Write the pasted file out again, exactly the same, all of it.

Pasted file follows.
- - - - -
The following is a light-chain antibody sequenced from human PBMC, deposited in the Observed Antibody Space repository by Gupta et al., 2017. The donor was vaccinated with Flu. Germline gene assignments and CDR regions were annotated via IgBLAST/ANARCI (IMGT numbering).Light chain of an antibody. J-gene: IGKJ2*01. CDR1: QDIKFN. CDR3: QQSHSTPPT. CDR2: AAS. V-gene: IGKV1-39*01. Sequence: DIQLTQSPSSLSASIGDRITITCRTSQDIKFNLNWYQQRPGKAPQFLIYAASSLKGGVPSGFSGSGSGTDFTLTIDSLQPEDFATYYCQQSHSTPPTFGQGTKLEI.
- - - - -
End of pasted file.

The following is a light-chain antibody sequenced from human PBMC, deposited in the Observed Antibody Space repository by Gupta et al., 2017. The donor was vaccinated with Flu. Germline gene assignments and CDR regions were annotated via IgBLAST/ANARCI (IMGT numbering).Light chain of an antibody. J-gene: IGKJ2*01. CDR1: QDIKFN. CDR3: QQSHSTPPT. CDR2: AAS. V-gene: IGKV1-39*01. Sequence: DIQLTQSPSSLSASIGDRITITCRTSQDIKFNLNWYQQRPGKAPQFLIYAASSLKGGVPSGFSGSGSGTDFTLTIDSLQPEDFATYYCQQSHSTPPTFGQGTKLEI.